Ally Hughes Has Sex Sometimes (7 page)

All that stress. All that grief. The changes in her body. Maybe she didn't feel confident enough, and that was why she wouldn't sleep with Ted.

When had it been? When had she agreed to coffee, after he found her on Facebook?

While she'd been trolling for Jake.

Jake.

January, she'd agreed to coffee. She remembered snow on the ground. Two or three months before Claire had died?

Claire had been sick, and Teddy had been so bighearted. Called all the time. Sent food. Ran errands. Came the moment Claire died. Attended the wake. Sent a bouquet, an enormous bouquet. And he had been so very patient . . .

About the sex.

Ally had claimed to be too stressed. Then too busy. Then too sad. That's what she thought and that's what she said.

She had too much to do before and after: the hospice, the funeral, Claire's estate . . .

Teddy was cute. Teddy was bright. Teddy was happy to travel to Brooklyn to eat, to walk, to read the paper . . .

What was wrong with her?

She'd had flings. Well, one. With Jake. She wasn't in love with him back then. Was she?

In a tank and sweatpants, she climbed into bed.

Maybe Ted was right about her. Maybe she
was.
Frigid. Repressed. Maybe she needed to embrace pleasure for pleasure's sake. What was wrong with pleasure? Nothing. What was wrong with fun? Nothing. She rolled over and grabbed the phone.

“Ally?” said Ted as he picked up.

“Let's go away. Next weekend. Let's go and . . . you know. I'm ready.”

“You are?” he asked, sounding surprised.

“Something is wrong with me. Let's do this.”

She would have sex.

Sex with Ted.

Yes, she would. “Bring protection. I'm not on the pill.”

“I didn't think so,” he said with a laugh.

Ally looked at the ceiling and waited. He joked, of course, but when had it become
mandatory
for all single women to be on the pill?

“Don't worry, Al. I'm done with all the baby making.”

“What?”

“Vasectomy. Four years ago. Snip, snip.”

“Really?” said Ally. She was surprised.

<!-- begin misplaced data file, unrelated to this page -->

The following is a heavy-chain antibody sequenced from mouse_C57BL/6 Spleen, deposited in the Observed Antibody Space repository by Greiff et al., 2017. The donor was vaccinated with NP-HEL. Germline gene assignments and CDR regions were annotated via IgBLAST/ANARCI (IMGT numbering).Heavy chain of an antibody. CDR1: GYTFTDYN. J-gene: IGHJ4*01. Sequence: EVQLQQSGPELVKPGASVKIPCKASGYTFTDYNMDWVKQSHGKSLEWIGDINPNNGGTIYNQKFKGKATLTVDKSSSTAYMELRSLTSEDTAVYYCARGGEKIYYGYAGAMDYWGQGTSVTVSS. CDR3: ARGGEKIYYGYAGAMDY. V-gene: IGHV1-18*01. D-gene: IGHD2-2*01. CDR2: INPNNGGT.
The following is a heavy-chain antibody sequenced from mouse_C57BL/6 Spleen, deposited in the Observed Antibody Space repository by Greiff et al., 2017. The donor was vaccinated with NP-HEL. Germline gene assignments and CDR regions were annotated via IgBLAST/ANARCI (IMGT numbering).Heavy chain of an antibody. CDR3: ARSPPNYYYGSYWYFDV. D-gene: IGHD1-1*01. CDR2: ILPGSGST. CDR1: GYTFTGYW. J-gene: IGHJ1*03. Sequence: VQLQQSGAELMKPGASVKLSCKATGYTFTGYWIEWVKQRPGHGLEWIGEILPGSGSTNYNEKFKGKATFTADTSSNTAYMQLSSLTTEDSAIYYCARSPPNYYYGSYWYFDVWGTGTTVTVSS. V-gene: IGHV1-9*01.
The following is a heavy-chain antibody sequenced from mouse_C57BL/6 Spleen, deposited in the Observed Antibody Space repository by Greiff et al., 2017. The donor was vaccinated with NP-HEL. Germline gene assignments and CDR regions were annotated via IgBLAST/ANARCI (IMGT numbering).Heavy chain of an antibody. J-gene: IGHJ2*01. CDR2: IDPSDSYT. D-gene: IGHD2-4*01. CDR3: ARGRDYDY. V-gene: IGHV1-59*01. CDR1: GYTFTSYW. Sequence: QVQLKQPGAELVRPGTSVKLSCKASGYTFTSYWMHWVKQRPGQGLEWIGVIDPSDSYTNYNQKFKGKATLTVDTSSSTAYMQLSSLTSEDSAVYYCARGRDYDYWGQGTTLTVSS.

“How about the Hamptons? Nantucket? Name it. We'll fly.”

“Good,” Ally said. She didn't care where. “What about diseases?”

“Yes?”

“Tests? Have you had—recent tests?” She wanted to disappear under her covers. She hated this conversation. Hated it.

“Not twenty-one, honeybun.”

“What does that mean?”

“It means don't worry.”

Ally paused. “Okay,” she said. “Good night.”

“Sleep tight. And, Ally?”

“Yes?”

“I can't wait.”

—

Ally lay awake until two o'clock.

Then she wondered about the dishes.

Had she run them in the washer?

They'd chatted about it, she and Jake, but once he had loaded the dishwasher full, did he actually run it? Did she?

She wanted to wake up to clean dishes, dishes that meant the dinner was done, dishes she could put clean, clear away.

She got up to check.

Halfway downstairs to the first floor she paused. Something below caught her eye.

On the table by the door, a navy blue cap sat on a scarf with gold-rimmed sunglasses tucked inside.

Ally stared at it for a moment and then approached.

She recognized the hat. Through sweat and rain and drying again, the Boston Red Sox baseball cap had formed itself to Jake's head.

She took out the glasses and slipped them on.

She gazed at herself in the hall mirror and tried to look like an actor or model: at first with annoyance, a look of disgust. Then contempt. Then she tried bored. None of it worked. The glasses didn't suit her. She set them back down.

She picked up the cap and held it to her nose.